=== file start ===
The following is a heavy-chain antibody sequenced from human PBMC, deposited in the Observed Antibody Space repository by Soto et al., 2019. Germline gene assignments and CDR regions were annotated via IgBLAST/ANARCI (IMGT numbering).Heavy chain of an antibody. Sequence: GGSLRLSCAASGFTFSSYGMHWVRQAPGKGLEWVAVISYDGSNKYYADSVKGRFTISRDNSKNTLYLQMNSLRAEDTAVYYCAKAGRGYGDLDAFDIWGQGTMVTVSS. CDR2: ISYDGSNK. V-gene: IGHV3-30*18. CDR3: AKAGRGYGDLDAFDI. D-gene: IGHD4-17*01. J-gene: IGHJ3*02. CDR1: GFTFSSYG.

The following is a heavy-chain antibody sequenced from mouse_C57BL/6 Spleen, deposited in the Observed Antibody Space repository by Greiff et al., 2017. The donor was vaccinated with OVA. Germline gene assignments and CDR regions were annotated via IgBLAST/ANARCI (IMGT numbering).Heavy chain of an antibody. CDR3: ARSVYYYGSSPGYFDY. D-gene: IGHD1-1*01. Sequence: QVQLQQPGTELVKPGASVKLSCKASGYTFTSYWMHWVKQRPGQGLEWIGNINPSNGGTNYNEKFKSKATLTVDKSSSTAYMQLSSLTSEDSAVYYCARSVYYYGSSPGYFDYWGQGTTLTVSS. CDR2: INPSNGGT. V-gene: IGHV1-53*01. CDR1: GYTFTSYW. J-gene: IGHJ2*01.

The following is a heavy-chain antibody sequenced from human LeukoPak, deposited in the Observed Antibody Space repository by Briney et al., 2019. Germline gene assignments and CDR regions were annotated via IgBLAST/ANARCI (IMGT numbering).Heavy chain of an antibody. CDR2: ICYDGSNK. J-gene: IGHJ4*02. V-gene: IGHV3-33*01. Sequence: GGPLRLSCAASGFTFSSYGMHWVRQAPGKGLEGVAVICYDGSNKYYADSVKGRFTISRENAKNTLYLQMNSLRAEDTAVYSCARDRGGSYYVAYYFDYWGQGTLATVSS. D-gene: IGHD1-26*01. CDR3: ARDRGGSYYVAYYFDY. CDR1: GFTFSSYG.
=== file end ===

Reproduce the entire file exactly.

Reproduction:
The following is a heavy-chain antibody sequenced from human PBMC, deposited in the Observed Antibody Space repository by Soto et al., 2019. Germline gene assignments and CDR regions were annotated via IgBLAST/ANARCI (IMGT numbering).Heavy chain of an antibody. Sequence: GGSLRLSCAASGFTFSSYGMHWVRQAPGKGLEWVAVISYDGSNKYYADSVKGRFTISRDNSKNTLYLQMNSLRAEDTAVYYCAKAGRGYGDLDAFDIWGQGTMVTVSS. CDR2: ISYDGSNK. V-gene: IGHV3-30*18. CDR3: AKAGRGYGDLDAFDI. D-gene: IGHD4-17*01. J-gene: IGHJ3*02. CDR1: GFTFSSYG.

The following is a heavy-chain antibody sequenced from mouse_C57BL/6 Spleen, deposited in the Observed Antibody Space repository by Greiff et al., 2017. The donor was vaccinated with OVA. Germline gene assignments and CDR regions were annotated via IgBLAST/ANARCI (IMGT numbering).Heavy chain of an antibody. CDR3: ARSVYYYGSSPGYFDY. D-gene: IGHD1-1*01. Sequence: QVQLQQPGTELVKPGASVKLSCKASGYTFTSYWMHWVKQRPGQGLEWIGNINPSNGGTNYNEKFKSKATLTVDKSSSTAYMQLSSLTSEDSAVYYCARSVYYYGSSPGYFDYWGQGTTLTVSS. CDR2: INPSNGGT. V-gene: IGHV1-53*01. CDR1: GYTFTSYW. J-gene: IGHJ2*01.

The following is a heavy-chain antibody sequenced from human LeukoPak, deposited in the Observed Antibody Space repository by Briney et al., 2019. Germline gene assignments and CDR regions were annotated via IgBLAST/ANARCI (IMGT numbering).Heavy chain of an antibody. CDR2: ICYDGSNK. J-gene: IGHJ4*02. V-gene: IGHV3-33*01. Sequence: GGPLRLSCAASGFTFSSYGMHWVRQAPGKGLEGVAVICYDGSNKYYADSVKGRFTISRENAKNTLYLQMNSLRAEDTAVYSCARDRGGSYYVAYYFDYWGQGTLATVSS. D-gene: IGHD1-26*01. CDR3: ARDRGGSYYVAYYFDY. CDR1: GFTFSSYG.